By the summer of 1968, a sense of deep unease had engulfed the American republic. Early in the year, the Tet Offensive smashed any lingering illusions of a quick victory in the increasingly bloody Vietnam conflict. Race relations boiled over in April when a single rifle bullet took the life of Martin Luther King, Jr. Two months later, as Bobby Kennedy walked through a hotel kitchen, he was shot in the head. The red, white, and blue threads that had bound America for nearly two centuries were faded and fraying.
Amid this national turmoil, senior planners at the country’s space agency were also having a difficult year. Late that summer they quietly faced their most consequential decision to date. If NASA was going to meet the challenge laid out by President John F. Kennedy, its astronauts would soon have to take an unprecedented leap by leaving low-Earth orbit and entering the gravity well of another world—the Moon. Should they do it?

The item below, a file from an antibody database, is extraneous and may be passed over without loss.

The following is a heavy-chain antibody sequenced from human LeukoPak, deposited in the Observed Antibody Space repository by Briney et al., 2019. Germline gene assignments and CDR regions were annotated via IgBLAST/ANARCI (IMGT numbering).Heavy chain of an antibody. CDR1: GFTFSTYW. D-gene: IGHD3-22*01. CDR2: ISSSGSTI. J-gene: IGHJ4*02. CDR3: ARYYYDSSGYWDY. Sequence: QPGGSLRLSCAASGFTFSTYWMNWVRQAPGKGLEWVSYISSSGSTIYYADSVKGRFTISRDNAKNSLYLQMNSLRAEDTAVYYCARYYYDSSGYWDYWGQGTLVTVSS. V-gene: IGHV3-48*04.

Such a bold step could provide a glimmer of hope to a fractured nation. It would cement America’s lead in the “Space Race” against the Soviet Union and remind Americans of their potential for greatness on the world stage. But a romp around the Moon also carried tremendous risks. If NASA failed, its Moon dreams would expire. The agency might, too. NASA had already lost three astronauts during a launch pad fire in early 1967. Neither the public—nor Congress—would accept three more dead astronauts.